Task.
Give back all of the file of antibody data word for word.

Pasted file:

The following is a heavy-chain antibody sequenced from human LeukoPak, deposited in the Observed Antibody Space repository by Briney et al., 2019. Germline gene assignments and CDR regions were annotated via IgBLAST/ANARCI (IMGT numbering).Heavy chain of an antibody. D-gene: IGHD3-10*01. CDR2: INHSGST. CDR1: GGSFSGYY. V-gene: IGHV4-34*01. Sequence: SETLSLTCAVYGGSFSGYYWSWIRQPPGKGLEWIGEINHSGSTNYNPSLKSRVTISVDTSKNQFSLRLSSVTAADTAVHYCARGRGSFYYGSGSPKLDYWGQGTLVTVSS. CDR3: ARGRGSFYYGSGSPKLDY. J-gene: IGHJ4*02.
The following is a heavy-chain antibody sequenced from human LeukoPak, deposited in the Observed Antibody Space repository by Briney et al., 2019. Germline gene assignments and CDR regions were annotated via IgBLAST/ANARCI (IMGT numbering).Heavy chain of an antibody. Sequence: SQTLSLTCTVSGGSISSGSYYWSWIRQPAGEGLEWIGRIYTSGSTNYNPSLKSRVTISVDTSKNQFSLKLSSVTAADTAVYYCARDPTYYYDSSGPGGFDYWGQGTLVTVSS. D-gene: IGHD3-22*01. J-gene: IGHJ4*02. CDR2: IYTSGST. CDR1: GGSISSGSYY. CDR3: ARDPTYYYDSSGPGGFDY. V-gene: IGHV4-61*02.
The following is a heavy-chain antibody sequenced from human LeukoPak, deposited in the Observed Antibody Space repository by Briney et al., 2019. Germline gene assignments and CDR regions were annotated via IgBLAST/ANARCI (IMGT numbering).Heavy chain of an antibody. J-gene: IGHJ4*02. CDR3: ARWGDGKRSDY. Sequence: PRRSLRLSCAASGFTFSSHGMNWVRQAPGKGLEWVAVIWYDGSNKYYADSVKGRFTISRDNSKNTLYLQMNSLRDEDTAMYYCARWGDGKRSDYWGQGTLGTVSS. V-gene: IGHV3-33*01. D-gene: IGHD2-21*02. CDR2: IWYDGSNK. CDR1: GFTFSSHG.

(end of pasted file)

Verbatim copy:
The following is a heavy-chain antibody sequenced from human LeukoPak, deposited in the Observed Antibody Space repository by Briney et al., 2019. Germline gene assignments and CDR regions were annotated via IgBLAST/ANARCI (IMGT numbering).Heavy chain of an antibody. D-gene: IGHD3-10*01. CDR2: INHSGST. CDR1: GGSFSGYY. V-gene: IGHV4-34*01. Sequence: SETLSLTCAVYGGSFSGYYWSWIRQPPGKGLEWIGEINHSGSTNYNPSLKSRVTISVDTSKNQFSLRLSSVTAADTAVHYCARGRGSFYYGSGSPKLDYWGQGTLVTVSS. CDR3: ARGRGSFYYGSGSPKLDY. J-gene: IGHJ4*02.
The following is a heavy-chain antibody sequenced from human LeukoPak, deposited in the Observed Antibody Space repository by Briney et al., 2019. Germline gene assignments and CDR regions were annotated via IgBLAST/ANARCI (IMGT numbering).Heavy chain of an antibody. Sequence: SQTLSLTCTVSGGSISSGSYYWSWIRQPAGEGLEWIGRIYTSGSTNYNPSLKSRVTISVDTSKNQFSLKLSSVTAADTAVYYCARDPTYYYDSSGPGGFDYWGQGTLVTVSS. D-gene: IGHD3-22*01. J-gene: IGHJ4*02. CDR2: IYTSGST. CDR1: GGSISSGSYY. CDR3: ARDPTYYYDSSGPGGFDY. V-gene: IGHV4-61*02.
The following is a heavy-chain antibody sequenced from human LeukoPak, deposited in the Observed Antibody Space repository by Briney et al., 2019. Germline gene assignments and CDR regions were annotated via IgBLAST/ANARCI (IMGT numbering).Heavy chain of an antibody. J-gene: IGHJ4*02. CDR3: ARWGDGKRSDY. Sequence: PRRSLRLSCAASGFTFSSHGMNWVRQAPGKGLEWVAVIWYDGSNKYYADSVKGRFTISRDNSKNTLYLQMNSLRDEDTAMYYCARWGDGKRSDYWGQGTLGTVSS. V-gene: IGHV3-33*01. D-gene: IGHD2-21*02. CDR2: IWYDGSNK. CDR1: GFTFSSHG.